Auckland Council has withdrawn staff from crucial hearings on the city’s future, saying its hands are tied by political revolt.
Few of the council’s planning staff and expert witnesses are to appear at the Unitary Plan Independent Hearings Panel, which is set to begin considering future zonings tomorrow.
The withdrawal follows an unprecedented defeat for council leadership 10 days ago, when councillors overthrew some higher-density housing proposals already before the panel – by a vote of 13 to 8.
In legal advice prior to the vote, councillors were told they should not withdraw any evidence and that doing so would have significant legal consequences.
Auckland Council chief executive Stephen Town wrote to councillors and the chairs of the local boards, explaining the withdrawal.
Mr Town said the only exception would be if the panel itself called council staff, or if other submitters sought to cross-examine them.
While council staff would be unable to argue in person over the housing zonings that a majority of councillors opposed, the written arguments remained before the panel and could be argued by others.
On Thursday, Unitary Plan Independent Hearings Panel chair Judge David Kirkpatrick told a packed hearing room that it would not be removing any evidence already before it, nor would the panel refuse to call any witnesses.
Thanks to the decisions of councillors under the fake pretence of process, they’ve now turned the whole process into a farce and an even bigger process mess. Instead of representing the views of the city and its people, the council are now sitting on the side lines and not representing anyone. Those 13 councillors shot their own feet at point blank range.
Perhaps they might claim it was an unintended consequence but the outcome is exactly what they were warned would happen. Below is the independent legal advice Radio NZ reference that the council received over the matter. It is pretty unequivocal that the councillors should not have voted to withdraw evidence.
Despite this councillors like George Wood and mayoral candidates like Mark Thomas continue to believe that council staff should be able to merrily turn up and pretend the evidence, the panels interim guidance as well as other factors simply didn’t happen. Here’s George Wood on Morning Report yesterday.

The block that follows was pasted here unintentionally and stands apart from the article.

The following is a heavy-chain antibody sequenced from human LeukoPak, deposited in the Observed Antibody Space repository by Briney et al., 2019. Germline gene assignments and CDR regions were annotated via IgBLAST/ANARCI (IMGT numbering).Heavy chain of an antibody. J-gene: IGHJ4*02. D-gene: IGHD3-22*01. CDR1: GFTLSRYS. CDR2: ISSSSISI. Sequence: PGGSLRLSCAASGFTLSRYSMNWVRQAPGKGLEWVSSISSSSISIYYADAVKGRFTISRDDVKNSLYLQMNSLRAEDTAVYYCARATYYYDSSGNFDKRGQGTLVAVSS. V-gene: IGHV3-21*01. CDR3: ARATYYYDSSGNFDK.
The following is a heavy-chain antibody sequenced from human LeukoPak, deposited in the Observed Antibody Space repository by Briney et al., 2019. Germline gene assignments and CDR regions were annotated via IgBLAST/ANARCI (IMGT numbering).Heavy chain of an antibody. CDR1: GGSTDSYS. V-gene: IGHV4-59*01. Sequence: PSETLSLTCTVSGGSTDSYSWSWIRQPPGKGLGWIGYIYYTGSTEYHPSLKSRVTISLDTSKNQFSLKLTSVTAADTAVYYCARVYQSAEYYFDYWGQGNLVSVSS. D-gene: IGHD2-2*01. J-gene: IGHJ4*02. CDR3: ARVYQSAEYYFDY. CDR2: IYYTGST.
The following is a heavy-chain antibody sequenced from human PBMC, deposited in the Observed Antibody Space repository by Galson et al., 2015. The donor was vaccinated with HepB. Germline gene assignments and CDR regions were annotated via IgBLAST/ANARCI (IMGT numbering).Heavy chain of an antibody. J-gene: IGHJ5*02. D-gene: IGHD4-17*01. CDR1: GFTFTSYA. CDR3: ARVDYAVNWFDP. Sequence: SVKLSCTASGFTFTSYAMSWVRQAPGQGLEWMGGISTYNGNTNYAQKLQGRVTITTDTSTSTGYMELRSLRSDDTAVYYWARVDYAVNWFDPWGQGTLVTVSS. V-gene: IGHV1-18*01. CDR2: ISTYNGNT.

or listen here.
While most of this recent Unitary Plan episode has been frustrating, one the positive in recent days has been MP David Shearer injecting himself into the debate. First with this comment
— David Shearer (@DavidShearerMP) March 2, 2016
Then this excellent piece.
There’s an old saying that Auckland is great at planning – for yesterday’s needs.
So I was disappointed at last week’s decision by Auckland Council to reject the plan for greater housing density in Auckland City. It betrayed short-term thinking and a lack of vision by our city leaders, and will leave our city about 200,000 homes short of what we will need by 2040.
High density is nothing to fear. It’s bad design we need to guard against.
It’s bad design that has frightened some Aucklanders off the high-density living our city so desperately needs. Look at the Scene One, Scene Two and Scene Three apartments at the bottom of the city: they’re ugly, towering examples of where we’ve got it wrong.
So the need for higher housing density in Auckland is clear. It’s obvious. Let’s get on with it.
And instead of fighting what Auckland so desperately needs, we should embrace density and henceforth put our energies into insisting on good planning, thoughtful rules about building envelopes and heights, robust restrictions that protect privacy and light and – always- quality materials that will further beautify our city and stand the test of time.
This is good to see from an MP whose electorate contains some of those most opposed to change. It’s a shame other MPs have been so silent about it – perhaps like their council colleagues out of fear of angry property owners resistant to change.